If you’ve paid tax in a foreign country and it doesn’t exceed $1,000, the offset amount will likely cover the cost of the foreign tax. However, if it exceeds $1,000, you may have to pay tax on the excess amount or calculate the maximum tax offset limit you are able to claim. 

Foreign tax can be a complex requirement, and in some cases, the foreign income may not even be assessable in Australia in terms of the double tax agreement. If you’re unsure about your Australian tax obligations, you should seek professional advice from a tax agent, such as ourselves at Property Tax Specialists. 


Can You Claim Overseas Investment Property Tax Deductions in Australia?

Yes,  expenses you incur related to your overseas investment property are tax-deductible in Australia against the rental income, provided that the expenses aren’t of a capital nature. 

In other words, you can claim a tax deduction on the rental expenses the same as you would if the property were in Australia. But you’re not entitled to claim a tax deduction for the cost of improving or replacing something on or within the overseas property because that expense is entirely capital in nature. However, you can claim this on depreciation or building allowance over the lifetime of the asset.

The ATO is particularly vigilant about claiming expenses described as repairs when they are considered to be improvements.

For example, fixing a broken glass on a window is considered a repair. But, replacing the whole window frame is an improvement.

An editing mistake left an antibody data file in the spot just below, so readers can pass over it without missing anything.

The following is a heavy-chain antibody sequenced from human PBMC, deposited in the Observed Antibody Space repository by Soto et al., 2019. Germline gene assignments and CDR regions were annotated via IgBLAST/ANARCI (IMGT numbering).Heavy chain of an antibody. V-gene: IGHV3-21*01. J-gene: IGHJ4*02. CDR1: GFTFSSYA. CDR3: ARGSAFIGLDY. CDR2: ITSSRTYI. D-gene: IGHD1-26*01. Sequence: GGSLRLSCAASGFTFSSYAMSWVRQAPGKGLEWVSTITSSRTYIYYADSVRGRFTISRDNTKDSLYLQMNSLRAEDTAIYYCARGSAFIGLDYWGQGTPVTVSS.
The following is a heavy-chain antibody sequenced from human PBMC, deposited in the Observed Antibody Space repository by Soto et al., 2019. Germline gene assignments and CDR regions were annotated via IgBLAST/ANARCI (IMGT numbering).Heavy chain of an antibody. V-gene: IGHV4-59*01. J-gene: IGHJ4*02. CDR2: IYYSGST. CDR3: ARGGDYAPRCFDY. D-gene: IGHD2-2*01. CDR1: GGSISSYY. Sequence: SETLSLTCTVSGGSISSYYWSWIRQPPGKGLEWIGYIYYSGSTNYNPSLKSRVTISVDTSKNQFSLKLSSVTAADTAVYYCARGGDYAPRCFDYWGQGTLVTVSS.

Here are few overseas investment property tax deductions you can claim in Australia: 

  • property management fees, 
  • maintenance expenses,
  • property agent fees, 
  • administration expenses, 
  • property insurance, 
  • repairs and maintenance, 
  • borrowing costs, and 
  • tax depreciation. 

If you would like to know more about each deduction, make sure to check out our 11 investment property tax deductions you can claim.

It’s also worth noting that each tax deduction specifically relates to Australian tax legislation. You’ll need to engage the services of a tax agent in the country in which your overseas property is located regarding your tax implications, eligibility to claim tax deductions, and what tax deductions you can claim there. 


What About Negatively Geared Overseas Properties?

Previously you weren’t allowed to offset the loss from foreign investments against income (and investment income) generated in Australia. You could only deduct the loss from other foreign income.